We’ve found that many developers don’t realize that all these Application Services are developer APIs that can be used in this capacity. People hear “SQL Server” and they only think “database engine” and thus end up implementing their own reporting, analysis, integration, and synchronization services from scratch. Ouch!
By surfacing these technologies as partners with the well-known data access technologies, we’re thus hoping to increase awareness of these roles that SQL Server can play as powerful development tools above and beyond its being a database engine. And let us know, certainly, how well you think we’ve succeeded at this (or not).
Indeed, to underline this contrast, we’ve also chosen to separately distinguish the SQL Server database engines (including SQL Azure and SQL Compact), apart from the services. OK, so maybe this does plug those engines themselves a bit, but we felt it was necessary to set the proper context for the developer APIs we’re really trying to highlight. After all, you’re under no obligation to click those links!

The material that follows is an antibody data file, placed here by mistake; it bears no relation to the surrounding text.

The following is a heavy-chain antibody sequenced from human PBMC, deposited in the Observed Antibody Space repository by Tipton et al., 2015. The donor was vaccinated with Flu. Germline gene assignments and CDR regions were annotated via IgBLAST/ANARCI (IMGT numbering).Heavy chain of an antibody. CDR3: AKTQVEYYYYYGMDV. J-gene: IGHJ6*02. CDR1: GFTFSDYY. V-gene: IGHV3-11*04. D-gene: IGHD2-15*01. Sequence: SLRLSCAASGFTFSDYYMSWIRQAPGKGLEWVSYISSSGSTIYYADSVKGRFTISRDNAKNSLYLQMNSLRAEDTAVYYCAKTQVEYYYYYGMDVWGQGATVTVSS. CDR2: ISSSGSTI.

Expanding Our Dev Center Organizational Model
Something else we’ve done with this mass-merging of additional technologies is to also expand on model of technology-specific landing pages that we started last November. The idea is that the Home and Learn pages are where you explore the whole gamut of technologies in order to make a more specific choice about the ones you’ll really be using. (For this purpose, by the way, we’ve updated the Data Development At-a-Glance and Data Development Technologies: Past, Present, and Future papers to include Application Services and everything else listed on the home page).